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Chaves County, New Mexico
Genealogy and History

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Cattle Shipping and Trading Posts in
the Early Days of Roswell, NM

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Source: "American Life Histories: Manuscripts from the Federal Writers' Project, 1936-1940"
by Georgia B. Redfield
Submitted by K. Torp


Roswell, New Mexico
7-28-1939
Subject: Cattle Shipping and Trading Posts.

Sources of Information: J. F. Hinkle Pioneer Cattleman, Roswell, and Cattle shipping points secured from a Cowboy On The Pecos, by J. F. Hinkle Published 1935, page 7 and personal knowledge of writer.

CATTLE AND SHIPPING AND TRADING POSTS IN THE EARLY DAYS

From 1885, until the middle nineties Roswell was the cattle center for all the spring round-ups and spring drives to shipping points.

Round-up wagons and cattle and cowboys in their high-heeled boots, leather "chaps" and ten "gallon hats", would come in from the range from as far north as Fort Sumner, and south as Pecos City Texas a distance of about two hundred and fifty miles. Some of them often had not seen a woman, or a postoffice or store for as long as six months or more. Roswell the "blow-off-town" with its one adobe store lighted by two kerosene lamps with tin reflectors at the back, which were hung at each end of the store, one near the postoffice which was run in a corner of the store, and one hotel of the town also constructed of adobe, seemed a "City of Bright Lights" to the care-free cowboys so long away from civilization.

The ones who had not disposed of their monthly wage - from twenty-five to thirty dollars - would usually engage a "room" at the hotel, which would be a bed in the attic which was sleeping quarters for all guests. Cowboys, doctors, lawyers and an occasional Territorial Governor (George Curry) would share the conveniences or inconveniences, with no [favorites?] shown no matter what their social standing might be.

If there were any church meetings during round up times in Roswell or "bailien", it made little difference which to the cowboys, they would be there literally "with bells on" (jingling spur) which they never removed for church service, or the dance. On one occasion, during the song service at church, when the organist (Miss Mabel Brown, or John Stone's little daughter [?], they took turns at the organ) started out in a beginning of the offertory a cowboy solemnly rose to his feet, nearly every one thought to sing but instead, much to the amusement of the congregation, he selected a clear space and began to jig, or danced the clog. Having had a little too much to drink, after seeing his dance was seemingly appreciated, it was a hard job to get him to [?], and a chance to "pass the hat". Needless to say, the hat was pretty well filled by the tipsy cowboy as well as his companions, who always contributed the lion's share of the collection.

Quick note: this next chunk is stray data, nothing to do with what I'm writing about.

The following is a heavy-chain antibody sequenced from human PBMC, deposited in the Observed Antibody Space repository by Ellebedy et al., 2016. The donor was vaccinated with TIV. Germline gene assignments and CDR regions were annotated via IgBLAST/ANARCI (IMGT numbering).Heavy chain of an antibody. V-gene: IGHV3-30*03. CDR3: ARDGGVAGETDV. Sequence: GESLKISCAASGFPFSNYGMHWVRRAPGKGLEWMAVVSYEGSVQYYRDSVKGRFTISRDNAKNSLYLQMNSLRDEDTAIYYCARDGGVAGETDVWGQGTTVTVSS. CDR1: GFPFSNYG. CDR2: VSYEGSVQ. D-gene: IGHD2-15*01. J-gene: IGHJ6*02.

On another occasion, during a revival meeting conducted by Evangelist Abe [?], which the writer of this article attended, in the spring of 1894, the cowboys gave liberally toward the collection for paying expenses of the meeting, then the cowboy who had danced in church some months before, seized the largest of the "ten gallon hats", and took up a collection for the church bell. It became known throughout Chaves County as, "The Cowboy Bell", and may be seen today occupying a place of honor on the lawn of the [??] Church South, on the high terraced corner of Pennsylvania Avenue and Second Street.

When the round-up came to town, it was hailed so enthusiastically with shouts of joy from the young people - "The roundup's Coming!", as I remember shouting, when a child on the Mississippi River when a boat appeared "The steamboat's Coming!" for the "chuck" wagon dinners or suppers, if one was fortunate enough to stand in favor with the cowboys, and knew they would receive invitations to then, were looked forward to eagerly by both young and old people of Roswell.

The round up wagon, "chuck", is served at the noon meal, on pioneers day at the end of the trail or parade, during the fall every year in Roswell, and the barbecued beef and mutton, "son-of-a-gun", ice cream and coffee, served to the "old timers" is hard to beat, but somehow it lacks something in the flavor - that can not be reproduced - of the old chuck-wagon meals of stews, prunes, frijoles and sour-dough biscuit cooked on a camp-fire, by a chuck-wagon cook.

"There was a [?] in the cattle business in 1887, and during the fall of that year the C A Bar Cattle Company", (J. [?]. Hinkle being manager) "drove a herd of cattle to [?] texas and shipped them to Chicago and the didn't much more than pay the freight, and for the next few years it was almost impossible to sell cattle at any price", said James [?]. Hinkle.

"One party about that time shipped a train load of steers to market and they drew on him for the [?]. During those years we drove one and often two herds of around fifteen to twenty hundred head to market each year and the average price [was?] [?], eleven and fourteen dollars for one, [????] old steers".

Compared with the price in 1868 that John Chisum received, averaging eighteen dollars a head, it seems that the cattle business was not very promising and comparing John Chisum's average price per head with the twenty-five to thirty dollars per head paid at the present time, [?], the cattle industry has improved and far ahead of ahead of what it ever [???] in the Southeastern New Mexico.

Submitted by K. Torp



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